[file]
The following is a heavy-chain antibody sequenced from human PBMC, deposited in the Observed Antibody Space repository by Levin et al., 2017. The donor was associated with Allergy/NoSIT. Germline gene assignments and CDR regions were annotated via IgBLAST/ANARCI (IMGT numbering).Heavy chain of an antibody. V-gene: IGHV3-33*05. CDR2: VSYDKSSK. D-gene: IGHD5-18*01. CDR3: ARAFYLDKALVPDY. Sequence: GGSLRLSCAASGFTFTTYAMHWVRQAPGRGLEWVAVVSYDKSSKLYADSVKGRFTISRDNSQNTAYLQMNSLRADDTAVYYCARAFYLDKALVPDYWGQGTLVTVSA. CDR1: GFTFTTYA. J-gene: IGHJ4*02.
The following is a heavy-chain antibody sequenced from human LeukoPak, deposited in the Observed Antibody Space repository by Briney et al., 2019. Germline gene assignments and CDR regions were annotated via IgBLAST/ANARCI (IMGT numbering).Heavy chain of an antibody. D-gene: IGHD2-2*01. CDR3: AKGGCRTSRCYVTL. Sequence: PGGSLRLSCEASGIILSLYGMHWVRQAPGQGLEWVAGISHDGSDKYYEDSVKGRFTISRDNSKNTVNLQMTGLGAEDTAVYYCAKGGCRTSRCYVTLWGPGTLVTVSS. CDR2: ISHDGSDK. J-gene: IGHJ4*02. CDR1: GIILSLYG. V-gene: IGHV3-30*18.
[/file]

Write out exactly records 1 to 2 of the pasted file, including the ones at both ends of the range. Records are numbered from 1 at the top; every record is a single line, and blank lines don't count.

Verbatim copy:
The following is a heavy-chain antibody sequenced from human PBMC, deposited in the Observed Antibody Space repository by Levin et al., 2017. The donor was associated with Allergy/NoSIT. Germline gene assignments and CDR regions were annotated via IgBLAST/ANARCI (IMGT numbering).Heavy chain of an antibody. V-gene: IGHV3-33*05. CDR2: VSYDKSSK. D-gene: IGHD5-18*01. CDR3: ARAFYLDKALVPDY. Sequence: GGSLRLSCAASGFTFTTYAMHWVRQAPGRGLEWVAVVSYDKSSKLYADSVKGRFTISRDNSQNTAYLQMNSLRADDTAVYYCARAFYLDKALVPDYWGQGTLVTVSA. CDR1: GFTFTTYA. J-gene: IGHJ4*02.
The following is a heavy-chain antibody sequenced from human LeukoPak, deposited in the Observed Antibody Space repository by Briney et al., 2019. Germline gene assignments and CDR regions were annotated via IgBLAST/ANARCI (IMGT numbering).Heavy chain of an antibody. D-gene: IGHD2-2*01. CDR3: AKGGCRTSRCYVTL. Sequence: PGGSLRLSCEASGIILSLYGMHWVRQAPGQGLEWVAGISHDGSDKYYEDSVKGRFTISRDNSKNTVNLQMTGLGAEDTAVYYCAKGGCRTSRCYVTLWGPGTLVTVSS. CDR2: ISHDGSDK. J-gene: IGHJ4*02. CDR1: GIILSLYG. V-gene: IGHV3-30*18.